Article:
From the desk of Shane Goldsmith, Liberty Hill's Leadership Institute Director:
This week my wife and I were able to attend the Lambda Legal Liberty Awards dinner.
We laughed, we cried, and we stuffed ourselves with crab cakes and brownies. Thanks to our dear friends at Caldwell Leslie & Proctor, PC for getting us there!
The best part of the evening was when Karin Wang accepted the Liberty Award. Karin is a member of Liberty Hill’s Community Funding Board and she is the VP of Programs at the Asian American Pacific Legal Center (APALC - the largest legal and civil rights organization focused on Asian Americans). She helped found API Equality-LA, a coalition of LGBT and allied groups working to advance marriage equality in the Asian American Community, and a Liberty Hill grantee. She spearheaded a highly successful Asian languages educational media campaign about marriage quality and led API Equality-LA’s media efforts against Proposition 8.
In her acceptance speech, she dedicated the award to API Equality-LA and APALC, and she explained why she works so hard for marriage equality even though she’s straight. Here is an excerpt from her speech:
It was not something that I planned, and – honestly – it was not even something that I chose. As a civil rights lawyer, I know that our battles often choose us.
And 5 years ago, when 1,000 Chinese-Americans protested gay marriage in Los Angeles, I was drawn into this particular battle.
The Chinese American protest was striking to me because 100 years ago, California had anti-miscegenation laws, banning marriage between different races, and specifically singling out Asian immigrants. At the same time, the U.S. government passed laws that made it impossible for Asian women to immigrate to the U.S., and even went as far as to strip U.S. citizenship from any American citizen who dared to marry an Asian immigrant. For me, knowing this history of discrimination against Asian Americans, it was difficult to watch members of my own community advocate discrimination against gays & lesbians – especially when the arguments used against gay marriage are nearly identical, word for word, as the arguments used against interracial marriage not that long ago.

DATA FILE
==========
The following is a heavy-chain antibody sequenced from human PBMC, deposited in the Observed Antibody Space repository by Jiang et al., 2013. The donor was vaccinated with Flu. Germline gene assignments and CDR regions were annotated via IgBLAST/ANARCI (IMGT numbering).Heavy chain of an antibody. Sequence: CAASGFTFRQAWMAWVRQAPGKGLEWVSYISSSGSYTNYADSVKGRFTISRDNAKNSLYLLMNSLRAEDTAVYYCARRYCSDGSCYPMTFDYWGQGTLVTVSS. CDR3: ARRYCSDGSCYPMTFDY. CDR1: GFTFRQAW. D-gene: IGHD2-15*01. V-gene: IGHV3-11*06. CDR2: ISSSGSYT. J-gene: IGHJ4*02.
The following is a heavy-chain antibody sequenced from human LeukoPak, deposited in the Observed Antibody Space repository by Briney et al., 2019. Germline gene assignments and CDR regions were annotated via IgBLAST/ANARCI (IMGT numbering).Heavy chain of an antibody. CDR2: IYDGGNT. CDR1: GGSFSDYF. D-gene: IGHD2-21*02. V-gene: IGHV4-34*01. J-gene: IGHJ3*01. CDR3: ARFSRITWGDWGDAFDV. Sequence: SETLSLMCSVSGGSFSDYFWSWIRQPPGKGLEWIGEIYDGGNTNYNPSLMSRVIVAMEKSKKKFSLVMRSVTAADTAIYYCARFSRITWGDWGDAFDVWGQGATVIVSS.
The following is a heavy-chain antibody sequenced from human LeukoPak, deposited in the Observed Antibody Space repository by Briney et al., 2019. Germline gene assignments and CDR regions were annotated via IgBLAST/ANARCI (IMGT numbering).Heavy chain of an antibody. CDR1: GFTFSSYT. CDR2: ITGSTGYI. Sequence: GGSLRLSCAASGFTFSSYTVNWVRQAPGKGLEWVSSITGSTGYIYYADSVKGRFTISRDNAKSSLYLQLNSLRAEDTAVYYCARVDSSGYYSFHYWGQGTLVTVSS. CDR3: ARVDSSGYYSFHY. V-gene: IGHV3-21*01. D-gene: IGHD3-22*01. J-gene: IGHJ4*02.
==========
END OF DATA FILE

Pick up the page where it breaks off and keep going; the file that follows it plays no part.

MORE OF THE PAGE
On November 5th, after Prop 8 passed, I would have put marriage equality at the top of the list of “really, really hard issues to win.” But amazingly, the same election results that are so difficult to accept – because we really should have won – also offer a great lesson of hope and progress. The Legal Center has polled voters in Southern California for more than 15 years, tracking Asian American voter opinions and trends. In 2000, we polled Asian American voters on Prop 22, the ballot measure that created a statutory – instead of constitutional – ban on marriage equality. Asian Americans were split roughly 70/30 in favor of Prop 22, significantly worse than the general voters who were split 60/40. Last year, California voters narrowed the gap between those that support and oppose marriage equality to 52-48, a significant shift in 8 years. That’s pretty good, right? Well, imagine our shock when we looked at our Prop 8 data and saw that Asian Americans voted 54/46 or nearly equal with the all other voters – dramatically down from the 70/30 split in 2000. California voters narrowed the gap by 14 points – but Asian Americans narrowed the gap by 30 points in the same period of time.
It’s hard to pinpoint all of the causes for the dramatic shift, but it’s not a coincidence that during that 2000 to 2008 period, API Equality-LA, the Asian Pacific American Legal Center and dozens of Asian American community groups were engaged in a public education campaign to change hearts & minds in our community. Every time I am disheartened by the setbacks on the road to equality, I look at the data and I realize that real change IS possible.